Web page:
Where to Search Next

Most librarians will next turn to relevant subject databases such as SciFinder, Inspec, and Compendex; however, results in these are often disappointing. Doing a Cited Reference search in Web of Science is another approach. Worldcat or HathiTrust might locate a topical compilation of key articles or a collected works of the author. But, as described below, searching the historical resources could be more fruitful.

Historical Vs. Online Tools

Our chemist wanted translations of articles on metaphosphates, mostly authored by Russian chemist Yu K. Delimarskii (alternative spellings include Delimarski, Delimarskiy and Delimarskyi). The approach was simple: search for translations of 25 Russian articles across three databases and four print sources, and compare overall results and the bibliographic details each provided.

Given the comprehensiveness of SciFinder, we chose it as a key database to search and then also included NTRL and NTIS. Our four print sources: CITE (National Translations Center 1969), The Bibliography of Translations from Russian Scientific and Technical Literature (Scientific Translations Center 1953), Transatom Bulletin (Euratom, and Centre National de la Recherche Scientifique 1960) and the USAEC’s Translation Title List and Cross-Reference Guide (1953) were titles we had on site that were important in the past. According to an insert bound into our copy of CITE (Chillag 1971), it only included citations from the Russian Bibliography. Because CITE does, however, include many references from Technical Translations (Institute for Applied Technology, United States, and Special Libraries Association 1959), we consulted it also but did not find additional access points.

Results and Discussion

Table 1 shows that we found citations to all 25 original language articles in SciFinder; to our surprise, however, it gave no citations to translations. NTRL included 14 of the 25 Russian citations but importantly offered 5 report numbers not in CITE as well as an AD report number no other source included. Our third database, NTIS, included none of the citations: not surprising since its pre-1964 coverage is weak.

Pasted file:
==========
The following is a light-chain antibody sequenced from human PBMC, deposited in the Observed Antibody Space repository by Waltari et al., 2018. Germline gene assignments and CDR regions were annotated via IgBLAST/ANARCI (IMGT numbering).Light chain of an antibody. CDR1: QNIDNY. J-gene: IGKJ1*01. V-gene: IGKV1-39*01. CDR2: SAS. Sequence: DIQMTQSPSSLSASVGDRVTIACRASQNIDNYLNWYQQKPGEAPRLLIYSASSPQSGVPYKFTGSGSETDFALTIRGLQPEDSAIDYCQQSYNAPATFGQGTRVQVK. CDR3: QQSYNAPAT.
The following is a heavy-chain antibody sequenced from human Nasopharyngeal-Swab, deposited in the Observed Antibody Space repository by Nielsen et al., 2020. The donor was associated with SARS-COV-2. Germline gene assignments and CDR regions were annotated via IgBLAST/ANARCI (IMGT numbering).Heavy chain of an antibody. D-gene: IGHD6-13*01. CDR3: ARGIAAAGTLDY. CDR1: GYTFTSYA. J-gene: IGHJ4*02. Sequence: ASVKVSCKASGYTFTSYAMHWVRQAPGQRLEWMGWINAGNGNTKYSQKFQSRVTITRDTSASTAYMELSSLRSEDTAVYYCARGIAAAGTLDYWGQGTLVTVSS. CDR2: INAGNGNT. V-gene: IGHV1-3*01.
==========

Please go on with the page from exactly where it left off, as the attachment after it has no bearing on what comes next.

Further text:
The historical indexes played a major factor. CITE (arranged by year, journal name, and citation details) had a strong showing: it included 23/25 Russian citations and provided several report numbers we could search. But because CITE refers heavily to items in the closed or disbursed NTC collection, the most valuable leads are to translations from the AEC-TR series. Transatom Bulletin indexed 18 of our Russian 25, but with its European focus and author index it provided much more: 42 translations by our author from 1960-1970 alone.

Table 1. English Translations Found from Russian Citations

Sources: Databases Number of Translations Found Notes
SciFinder 0 Included all 25 Russian citations.
NTRL 14 1 unique number, no full text.
NTIS 0 Not surprising, since mostly 1964+.
Sources: Historical Print Indexes    
Bibliography of Russian Sci/Tech Literature 12 Ceased in 1956. Only provided RT numbers.
CITE 23 Provided NTC, AEC, and other numbers.
Transatom Bulletin 18 Provided 2 numbers not in CITE, 11 not in USAEC. Ceased in 1977.
USAEC Translation Title lists 13 Provided 8 numbers not in CITE; probably need to consult this also; many of these lists are online in HathiTrust.

To sum up:

The historical print sources provided 32 access points. The only useful online source for finding English translation access points was NTRL. At the end of our searching, we put 11 translations (all AEC-TR series) into our chemist’s hands.

Where are the Digital Versions?

The role of online translator tools will continue to expand: Yandex, Google Translate, and Bing Translator are current and popular examples. DeepL, EU Translator, and PROMT are other options. Each one has different limits, prices, and features to consider.